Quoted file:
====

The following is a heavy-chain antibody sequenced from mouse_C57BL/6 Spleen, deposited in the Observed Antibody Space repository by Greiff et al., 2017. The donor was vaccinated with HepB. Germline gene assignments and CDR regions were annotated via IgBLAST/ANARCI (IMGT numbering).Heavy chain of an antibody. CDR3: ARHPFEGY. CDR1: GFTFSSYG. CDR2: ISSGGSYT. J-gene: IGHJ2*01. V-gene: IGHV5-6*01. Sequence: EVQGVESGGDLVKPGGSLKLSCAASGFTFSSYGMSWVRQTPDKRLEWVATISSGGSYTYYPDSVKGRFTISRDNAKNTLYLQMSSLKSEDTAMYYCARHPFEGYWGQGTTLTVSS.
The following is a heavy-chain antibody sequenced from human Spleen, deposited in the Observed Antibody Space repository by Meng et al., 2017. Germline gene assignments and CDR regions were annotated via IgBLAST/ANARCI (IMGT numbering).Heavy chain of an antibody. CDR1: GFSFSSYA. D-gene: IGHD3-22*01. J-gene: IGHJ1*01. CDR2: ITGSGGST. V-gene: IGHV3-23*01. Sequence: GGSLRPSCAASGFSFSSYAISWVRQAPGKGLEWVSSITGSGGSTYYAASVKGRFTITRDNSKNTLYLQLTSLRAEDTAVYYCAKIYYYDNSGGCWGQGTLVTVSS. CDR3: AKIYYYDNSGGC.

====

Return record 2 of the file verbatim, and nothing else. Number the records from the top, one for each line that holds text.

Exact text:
The following is a heavy-chain antibody sequenced from human Spleen, deposited in the Observed Antibody Space repository by Meng et al., 2017. Germline gene assignments and CDR regions were annotated via IgBLAST/ANARCI (IMGT numbering).Heavy chain of an antibody. CDR1: GFSFSSYA. D-gene: IGHD3-22*01. J-gene: IGHJ1*01. CDR2: ITGSGGST. V-gene: IGHV3-23*01. Sequence: GGSLRPSCAASGFSFSSYAISWVRQAPGKGLEWVSSITGSGGSTYYAASVKGRFTITRDNSKNTLYLQLTSLRAEDTAVYYCAKIYYYDNSGGCWGQGTLVTVSS. CDR3: AKIYYYDNSGGC.